Burns Can Affect Your Quality of Life 

Over 400,000 people seek medical treatment for burn injuries each year. This often misunderstood and underappreciated injury can affect anyone at almost any time. Burns could be from chemicals, electricity, heat, radiation, or even the sun. While minor burns  happen every day and can be treated at home, more severe burns require hospitalization and can have a lifelong impact on quality of life. 

What Are the Types of Burns That Can Create Lasting Damage?

Burn types are defined by how deep they are and how much of the body they cover. Deeper and more extensive burns are harder to heal and create a more significant medical risk to the person. First-degree burns are the least damaging and only affect the outer layer of the skin. Most sunburns are examples of first-degree burns. 

Second-degree burns damage the outer layer and the next layer down of the skin. These burns may require skin grafting and could leave a scar. Third-degree burns always require skin grafting. These burns damage the skin, hair follicles, sweat glands, and nerve endings. 

Finally, fourth, fifth, and sixth-degree burns are the most severe. These burns can cause lasting damage because they progressively extend deeper into the body. This means your fat, muscle, bone, and nerves suffer damage, causing long-term issues with mobility, functionality, and nerves.

What Are the Health Effects of Being Burned? 

Possible health effects experienced after getting burned are physical and psychological. While it is often easier to focus on the physical recovery, it is important to acknowledge and address the psychological challenges that come with the physical recovery process. 

Physical Health Effects 

Physical health effects of experiencing a burn develop and change from immediately after the burn throughout the healing process, and beyond. Immediately after experiencing a severe burn, swelling, blistering, shock, or even death may occur. The body goes into immediate protection mode as it springs into action.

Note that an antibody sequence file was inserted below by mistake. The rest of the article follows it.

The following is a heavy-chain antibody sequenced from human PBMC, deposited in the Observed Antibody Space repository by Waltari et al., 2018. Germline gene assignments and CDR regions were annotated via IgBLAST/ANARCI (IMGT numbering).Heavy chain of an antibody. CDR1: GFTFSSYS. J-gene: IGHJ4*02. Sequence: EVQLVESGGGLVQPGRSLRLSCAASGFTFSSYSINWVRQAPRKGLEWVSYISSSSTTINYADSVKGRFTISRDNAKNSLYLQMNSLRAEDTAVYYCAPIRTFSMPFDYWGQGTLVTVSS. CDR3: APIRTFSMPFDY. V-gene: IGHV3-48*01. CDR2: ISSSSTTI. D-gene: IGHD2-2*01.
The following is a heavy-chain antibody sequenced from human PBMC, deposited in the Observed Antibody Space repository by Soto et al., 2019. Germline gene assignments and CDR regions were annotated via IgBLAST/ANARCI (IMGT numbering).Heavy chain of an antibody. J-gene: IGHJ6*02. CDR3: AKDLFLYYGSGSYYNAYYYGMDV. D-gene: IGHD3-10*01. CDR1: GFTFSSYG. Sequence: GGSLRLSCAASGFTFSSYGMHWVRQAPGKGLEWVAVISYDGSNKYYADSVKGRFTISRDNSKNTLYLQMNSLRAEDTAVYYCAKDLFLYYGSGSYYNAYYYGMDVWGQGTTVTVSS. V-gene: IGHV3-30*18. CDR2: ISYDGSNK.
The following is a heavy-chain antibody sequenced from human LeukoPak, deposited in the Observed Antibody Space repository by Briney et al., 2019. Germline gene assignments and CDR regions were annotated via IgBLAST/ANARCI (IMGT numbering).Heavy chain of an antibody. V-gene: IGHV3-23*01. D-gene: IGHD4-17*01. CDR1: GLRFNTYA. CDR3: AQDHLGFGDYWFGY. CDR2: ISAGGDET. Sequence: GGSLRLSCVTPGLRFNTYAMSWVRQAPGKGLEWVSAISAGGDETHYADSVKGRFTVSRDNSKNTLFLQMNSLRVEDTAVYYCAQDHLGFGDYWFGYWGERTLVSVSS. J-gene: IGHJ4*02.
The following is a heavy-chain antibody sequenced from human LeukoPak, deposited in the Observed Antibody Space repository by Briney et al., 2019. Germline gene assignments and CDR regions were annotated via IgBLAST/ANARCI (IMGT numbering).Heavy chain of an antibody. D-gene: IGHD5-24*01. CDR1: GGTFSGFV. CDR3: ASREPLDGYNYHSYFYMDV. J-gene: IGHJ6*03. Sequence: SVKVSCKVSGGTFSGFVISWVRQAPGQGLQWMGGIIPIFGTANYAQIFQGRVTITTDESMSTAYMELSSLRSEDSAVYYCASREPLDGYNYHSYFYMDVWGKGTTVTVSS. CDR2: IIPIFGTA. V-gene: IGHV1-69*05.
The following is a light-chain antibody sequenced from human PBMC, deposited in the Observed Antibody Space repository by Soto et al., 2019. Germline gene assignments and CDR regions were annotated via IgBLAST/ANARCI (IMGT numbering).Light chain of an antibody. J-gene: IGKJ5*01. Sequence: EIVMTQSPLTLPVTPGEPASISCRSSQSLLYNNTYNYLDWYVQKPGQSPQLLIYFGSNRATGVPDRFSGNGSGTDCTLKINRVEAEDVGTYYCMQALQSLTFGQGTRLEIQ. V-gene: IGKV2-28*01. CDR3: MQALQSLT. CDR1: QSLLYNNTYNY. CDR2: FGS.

During the healing process, the body is more susceptible to infection. This is because the skin acts like a protective layer, keeping germs and bacteria out. With a burn, the protective skin layer is compromised, increasing susceptibility to infection. 

Depending on the severity of the burn, multiple surgeries could be required. Once healed, there may be extensive scarring. For the most severe burns, long-term physical therapy is required for the person to regain function of their burned body part. 

Psychological Health Effects 

Individuals who suffer a severe burn injury experience emotional trauma. This includes post-traumatic stress disorder (PTSD) related to the injury. There is also increased mental stress and depression as they learn to accept the sudden change to their body. In addition, they may experience stress related to financial concerns, relationships, and greater social acceptance.